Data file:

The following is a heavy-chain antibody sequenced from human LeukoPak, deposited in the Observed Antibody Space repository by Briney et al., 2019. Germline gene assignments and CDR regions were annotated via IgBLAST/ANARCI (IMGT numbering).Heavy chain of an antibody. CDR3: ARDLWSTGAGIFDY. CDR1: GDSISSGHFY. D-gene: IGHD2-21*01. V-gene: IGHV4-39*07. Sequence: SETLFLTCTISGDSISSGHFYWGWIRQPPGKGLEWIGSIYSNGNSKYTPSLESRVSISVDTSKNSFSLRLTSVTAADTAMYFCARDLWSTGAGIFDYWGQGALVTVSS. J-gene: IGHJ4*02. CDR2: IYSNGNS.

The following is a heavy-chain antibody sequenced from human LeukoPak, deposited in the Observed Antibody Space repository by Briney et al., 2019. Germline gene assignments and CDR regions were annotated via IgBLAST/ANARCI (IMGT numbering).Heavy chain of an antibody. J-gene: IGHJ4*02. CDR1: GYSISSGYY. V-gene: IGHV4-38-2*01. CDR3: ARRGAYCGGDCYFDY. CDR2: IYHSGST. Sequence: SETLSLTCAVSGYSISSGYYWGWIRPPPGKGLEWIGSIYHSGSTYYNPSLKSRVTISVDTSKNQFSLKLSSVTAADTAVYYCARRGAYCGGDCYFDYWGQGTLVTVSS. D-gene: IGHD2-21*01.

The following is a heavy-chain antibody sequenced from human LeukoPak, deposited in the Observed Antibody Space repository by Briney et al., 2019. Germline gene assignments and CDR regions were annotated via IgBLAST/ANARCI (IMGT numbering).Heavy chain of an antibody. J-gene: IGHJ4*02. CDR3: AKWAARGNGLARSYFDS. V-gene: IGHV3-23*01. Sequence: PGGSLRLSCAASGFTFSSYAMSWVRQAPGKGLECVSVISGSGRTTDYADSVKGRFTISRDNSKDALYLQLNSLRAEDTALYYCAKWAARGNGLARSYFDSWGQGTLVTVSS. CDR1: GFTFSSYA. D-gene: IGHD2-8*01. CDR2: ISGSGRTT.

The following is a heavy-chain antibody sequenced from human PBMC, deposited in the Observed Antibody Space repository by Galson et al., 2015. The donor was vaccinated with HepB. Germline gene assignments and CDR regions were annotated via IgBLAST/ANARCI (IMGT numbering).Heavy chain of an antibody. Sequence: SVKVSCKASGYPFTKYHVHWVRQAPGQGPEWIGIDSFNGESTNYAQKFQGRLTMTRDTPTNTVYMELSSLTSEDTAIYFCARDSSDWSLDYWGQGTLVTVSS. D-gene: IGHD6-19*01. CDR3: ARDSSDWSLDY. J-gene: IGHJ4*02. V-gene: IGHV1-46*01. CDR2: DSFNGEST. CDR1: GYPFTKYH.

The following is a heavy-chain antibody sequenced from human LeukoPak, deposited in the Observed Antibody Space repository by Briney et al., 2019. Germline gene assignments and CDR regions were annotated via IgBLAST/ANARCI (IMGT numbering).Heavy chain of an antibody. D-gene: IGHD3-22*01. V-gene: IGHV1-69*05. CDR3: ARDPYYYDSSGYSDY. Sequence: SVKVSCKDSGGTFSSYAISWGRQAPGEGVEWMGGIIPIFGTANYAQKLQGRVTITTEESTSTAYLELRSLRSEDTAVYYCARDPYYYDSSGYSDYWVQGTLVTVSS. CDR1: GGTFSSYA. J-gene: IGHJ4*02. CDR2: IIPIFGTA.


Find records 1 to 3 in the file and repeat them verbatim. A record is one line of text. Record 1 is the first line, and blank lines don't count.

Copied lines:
The following is a heavy-chain antibody sequenced from human LeukoPak, deposited in the Observed Antibody Space repository by Briney et al., 2019. Germline gene assignments and CDR regions were annotated via IgBLAST/ANARCI (IMGT numbering).Heavy chain of an antibody. CDR3: ARDLWSTGAGIFDY. CDR1: GDSISSGHFY. D-gene: IGHD2-21*01. V-gene: IGHV4-39*07. Sequence: SETLFLTCTISGDSISSGHFYWGWIRQPPGKGLEWIGSIYSNGNSKYTPSLESRVSISVDTSKNSFSLRLTSVTAADTAMYFCARDLWSTGAGIFDYWGQGALVTVSS. J-gene: IGHJ4*02. CDR2: IYSNGNS.

The following is a heavy-chain antibody sequenced from human LeukoPak, deposited in the Observed Antibody Space repository by Briney et al., 2019. Germline gene assignments and CDR regions were annotated via IgBLAST/ANARCI (IMGT numbering).Heavy chain of an antibody. J-gene: IGHJ4*02. CDR1: GYSISSGYY. V-gene: IGHV4-38-2*01. CDR3: ARRGAYCGGDCYFDY. CDR2: IYHSGST. Sequence: SETLSLTCAVSGYSISSGYYWGWIRPPPGKGLEWIGSIYHSGSTYYNPSLKSRVTISVDTSKNQFSLKLSSVTAADTAVYYCARRGAYCGGDCYFDYWGQGTLVTVSS. D-gene: IGHD2-21*01.

The following is a heavy-chain antibody sequenced from human LeukoPak, deposited in the Observed Antibody Space repository by Briney et al., 2019. Germline gene assignments and CDR regions were annotated via IgBLAST/ANARCI (IMGT numbering).Heavy chain of an antibody. J-gene: IGHJ4*02. CDR3: AKWAARGNGLARSYFDS. V-gene: IGHV3-23*01. Sequence: PGGSLRLSCAASGFTFSSYAMSWVRQAPGKGLECVSVISGSGRTTDYADSVKGRFTISRDNSKDALYLQLNSLRAEDTALYYCAKWAARGNGLARSYFDSWGQGTLVTVSS. CDR1: GFTFSSYA. D-gene: IGHD2-8*01. CDR2: ISGSGRTT.